Study documents catastrophic collapse of Sahara's wildlife

Dec 03, 2013
This shows some of the world's 200 remaining wild addax in Termit and Tin Toumma National Nature Reserve in Niger. Credit: Copyright Thomas Rabeil and Sahara Conservation Fund

A new study led by the Wildlife Conservation Society and Zoological Society or London warns that the world's largest tropical desert, the Sahara, has suffered a catastrophic collapse of its wildlife populations.

The study by more than 40 authors representing 28 scientific organizations assessed 14 desert species and found that a shocking half of those are regionally extinct or confined to one percent or less of their historical range. A chronic lack of studies across the region due to past and ongoing insecurity makes it difficult to be certain of the causes of these declines, although overhunting is likely to have played a role. The study was published in the early online version of the journal Diversity and Distributions.

The Bubal hartebeest is extinct; the scimitar horned oryx is extinct in the wild; and the African wild dog and African lion have vanished from the Sahara. Other species have only fared slightly better: the dama gazelle and addax are gone from 99 percent of their range; the leopard from 97 percent, and the Saharan cheetah from 90. Only the Nubian ibex still inhabits most of its historical range, but even this species is classified as vulnerable due to numerous threats including widespread hunting.

The authors say that more conservation support and scientific attention needs to be paid to deserts noting that 2014 is the halfway point in the United Nations Decade for Deserts and the Fight against Desertification and the fourth year of the United Nations Decade for Biodiversity.

"The Sahara serves as an example of a wider historical neglect of deserts and the human communities who depend on them," said the study's lead author Sarah Durant of WCS and ZSL. "The scientific community can make an important contribution to conservation in deserts by establishing baseline information on biodiversity and developing new approaches to sustainable management of desert species and ecosystems."

The authors note that some governments have recently made large commitments to protecting the Sahara: Niger has just established the massive 97,000 square kilometer (37,451 square miles) Termit and Tin Toumma National Nature Reserve, which harbors most of the world's 200 or so remaining wild addax and one of a handful of surviving populations of dama gazelle and Saharan cheetah. There is also hope that the scimitar horned oryx may be reintroduced in the wild in the Ouadi Rimé-Ouadi Achim Game Reserve, with the support of the Chadian government.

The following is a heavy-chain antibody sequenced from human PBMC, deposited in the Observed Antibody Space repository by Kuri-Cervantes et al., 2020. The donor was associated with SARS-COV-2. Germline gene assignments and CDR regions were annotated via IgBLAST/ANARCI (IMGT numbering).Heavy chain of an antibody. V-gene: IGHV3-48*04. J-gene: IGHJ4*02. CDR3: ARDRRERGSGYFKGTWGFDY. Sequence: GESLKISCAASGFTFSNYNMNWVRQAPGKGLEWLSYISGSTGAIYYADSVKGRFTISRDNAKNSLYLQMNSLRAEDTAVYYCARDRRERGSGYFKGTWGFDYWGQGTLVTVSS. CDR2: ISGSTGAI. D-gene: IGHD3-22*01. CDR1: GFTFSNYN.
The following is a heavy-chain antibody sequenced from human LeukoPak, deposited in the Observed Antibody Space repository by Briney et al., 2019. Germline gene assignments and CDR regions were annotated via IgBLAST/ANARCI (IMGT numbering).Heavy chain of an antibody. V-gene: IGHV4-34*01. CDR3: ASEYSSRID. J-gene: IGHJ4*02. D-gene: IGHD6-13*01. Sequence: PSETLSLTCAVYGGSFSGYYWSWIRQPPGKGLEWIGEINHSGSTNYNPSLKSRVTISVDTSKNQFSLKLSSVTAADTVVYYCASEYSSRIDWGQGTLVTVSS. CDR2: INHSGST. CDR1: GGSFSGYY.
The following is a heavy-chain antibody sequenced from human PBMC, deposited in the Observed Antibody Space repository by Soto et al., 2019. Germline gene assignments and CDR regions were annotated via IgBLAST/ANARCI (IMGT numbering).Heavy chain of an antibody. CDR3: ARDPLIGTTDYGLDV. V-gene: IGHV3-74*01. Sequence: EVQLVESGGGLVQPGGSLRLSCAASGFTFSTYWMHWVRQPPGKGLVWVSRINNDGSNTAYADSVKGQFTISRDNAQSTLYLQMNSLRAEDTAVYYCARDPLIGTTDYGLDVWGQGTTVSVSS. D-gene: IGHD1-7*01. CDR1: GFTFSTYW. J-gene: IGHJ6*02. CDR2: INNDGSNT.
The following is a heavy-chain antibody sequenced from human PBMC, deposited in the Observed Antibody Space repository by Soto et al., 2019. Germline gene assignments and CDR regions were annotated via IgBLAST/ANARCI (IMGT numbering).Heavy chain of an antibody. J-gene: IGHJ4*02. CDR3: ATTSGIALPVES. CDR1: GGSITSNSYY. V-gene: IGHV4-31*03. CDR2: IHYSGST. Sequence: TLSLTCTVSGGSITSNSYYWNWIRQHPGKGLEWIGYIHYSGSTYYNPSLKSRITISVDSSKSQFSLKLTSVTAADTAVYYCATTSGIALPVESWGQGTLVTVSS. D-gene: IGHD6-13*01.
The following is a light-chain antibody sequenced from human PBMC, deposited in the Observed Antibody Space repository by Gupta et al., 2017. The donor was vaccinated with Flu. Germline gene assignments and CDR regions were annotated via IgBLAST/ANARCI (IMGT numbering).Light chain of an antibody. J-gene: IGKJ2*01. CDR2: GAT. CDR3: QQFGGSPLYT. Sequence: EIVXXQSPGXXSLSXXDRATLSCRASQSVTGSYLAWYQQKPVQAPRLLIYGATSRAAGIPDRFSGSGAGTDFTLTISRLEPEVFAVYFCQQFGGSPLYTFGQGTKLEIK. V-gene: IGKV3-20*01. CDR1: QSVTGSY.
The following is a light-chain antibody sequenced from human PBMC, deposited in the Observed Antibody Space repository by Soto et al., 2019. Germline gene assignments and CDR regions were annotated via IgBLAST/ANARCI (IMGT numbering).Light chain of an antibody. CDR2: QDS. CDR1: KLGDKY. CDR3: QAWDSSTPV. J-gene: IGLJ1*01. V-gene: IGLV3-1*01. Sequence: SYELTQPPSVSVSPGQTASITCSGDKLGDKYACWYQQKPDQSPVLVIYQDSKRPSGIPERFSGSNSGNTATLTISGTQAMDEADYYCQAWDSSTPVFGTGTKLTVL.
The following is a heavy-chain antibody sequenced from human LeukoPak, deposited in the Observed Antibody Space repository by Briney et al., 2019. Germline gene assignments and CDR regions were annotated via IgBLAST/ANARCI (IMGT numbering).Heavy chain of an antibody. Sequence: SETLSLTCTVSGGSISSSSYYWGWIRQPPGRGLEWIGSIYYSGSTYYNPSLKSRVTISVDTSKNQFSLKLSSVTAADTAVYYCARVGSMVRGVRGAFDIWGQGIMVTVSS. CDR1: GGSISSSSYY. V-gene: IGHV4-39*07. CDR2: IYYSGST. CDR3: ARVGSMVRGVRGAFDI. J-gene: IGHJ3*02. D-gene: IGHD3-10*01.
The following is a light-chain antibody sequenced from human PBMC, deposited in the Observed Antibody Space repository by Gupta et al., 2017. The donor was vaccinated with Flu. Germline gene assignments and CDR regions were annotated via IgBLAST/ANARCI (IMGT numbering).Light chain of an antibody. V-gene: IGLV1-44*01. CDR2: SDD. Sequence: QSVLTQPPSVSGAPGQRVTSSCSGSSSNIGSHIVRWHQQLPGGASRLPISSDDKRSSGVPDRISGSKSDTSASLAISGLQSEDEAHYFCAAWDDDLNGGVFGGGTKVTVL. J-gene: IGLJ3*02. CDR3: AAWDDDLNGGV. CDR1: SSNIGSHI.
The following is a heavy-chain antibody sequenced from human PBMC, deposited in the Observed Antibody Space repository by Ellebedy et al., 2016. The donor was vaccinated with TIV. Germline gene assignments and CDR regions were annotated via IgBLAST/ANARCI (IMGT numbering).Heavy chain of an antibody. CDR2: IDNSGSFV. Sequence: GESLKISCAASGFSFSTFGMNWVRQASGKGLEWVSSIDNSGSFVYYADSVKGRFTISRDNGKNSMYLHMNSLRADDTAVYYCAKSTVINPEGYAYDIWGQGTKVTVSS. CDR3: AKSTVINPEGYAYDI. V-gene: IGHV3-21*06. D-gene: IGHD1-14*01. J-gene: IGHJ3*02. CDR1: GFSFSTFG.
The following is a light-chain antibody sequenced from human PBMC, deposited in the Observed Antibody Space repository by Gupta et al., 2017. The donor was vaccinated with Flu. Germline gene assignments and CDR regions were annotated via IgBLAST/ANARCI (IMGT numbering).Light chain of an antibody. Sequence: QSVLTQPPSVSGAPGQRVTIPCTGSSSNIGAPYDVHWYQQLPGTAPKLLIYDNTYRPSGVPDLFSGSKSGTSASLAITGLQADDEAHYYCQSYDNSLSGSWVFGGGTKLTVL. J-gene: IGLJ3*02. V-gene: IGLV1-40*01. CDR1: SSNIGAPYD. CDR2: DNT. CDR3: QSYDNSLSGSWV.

Explore further: Europe's bison, beavers and bears bounce back

add to favorites email to friend print save as pdf

Related Stories

Conservationists to CITES: Stop trade in wild cheetahs

Mar 08, 2013

The Wildlife Conservation Society, Zoological Society of London, and Endangered Wildlife Trust have joined representatives from Ethiopia, Kenya, and Uganda at the Convention on International Trade in Endangered ...

Camera trap survey snaps cheetahs in Algeria

Feb 24, 2009

A Wildlife Conservation Society-supported survey of the Sahara has captured the first camera-trap photographs of the critically endangered Saharan cheetah in Algeria. The survey was conducted by researchers ...

National Zoo scimitar-horned oryx going into the wild

Mar 04, 2008

A male scimitar-horned oryx from the Smithsonian’s National Zoo’s Conservation and Research Center in Front Royal, Va., is playing an important role in ensuring the species does not vanish from the planet.

Study confirms wealth of primates in Tanzania

Jul 17, 2013

A five-year study by the Wildlife Conservation Society gives new hope to some of the world's most endangered primates by establishing a roadmap to protect all 27 species in Tanzania – the most primate-diverse ...

Europe's bison, beavers and bears bounce back

Sep 26, 2013

Several European animal and bird species driven to near extinction by humans have made a dramatic comeback in the past 50 years thanks to conservation efforts, a report said Thursday.

Recommended for you

Giant anteaters kill two hunters in Brazil

Jul 26, 2014

Giant anteaters in Brazil have killed two hunters in separate incidents, raising concerns about the animals' loss of habitat and the growing risk of dangerous encounters with people, researchers said.

Study indicates large raptors in Africa used for bushmeat

Jul 24, 2014

Bushmeat, the use of native animal species for food or commercial food sale, has been heavily documented to be a significant factor in the decline of many species of primates and other mammals. However, a new study indicates ...

Noise pollution impacts fish species differently

Jul 24, 2014

Acoustic disturbance has different effects on different species of fish, according to a new study from the Universities of Bristol and Exeter which tested fish anti-predator behaviour.

User comments : 4

Adjust slider to filter visible comments by rank

Display comments: newest first

Maggnus
4 / 5 (2) Dec 03, 2013
All the scientific attention in the world will make little difference in places like the Sudan, Libya Niger or even Morocco when people are more concerned with the survival of their children then the survival of wildlife.

Sinister1811
5 / 5 (2) Dec 03, 2013
The wildlife in the Sahara is either extinct, or threatened with extinction, this happens right across that range, into the Middle East and right across Asia as well. As well as many other parts of Africa. And it's only getting worse.
VendicarE
3.5 / 5 (6) Dec 04, 2013
Who cares. Let them die. Kill them all. I don't care.

As long as it lowers my taxes.

The Conservative approach to the issue.
semmsterr
5 / 5 (3) Dec 04, 2013
The scientific cause of their decline is: man.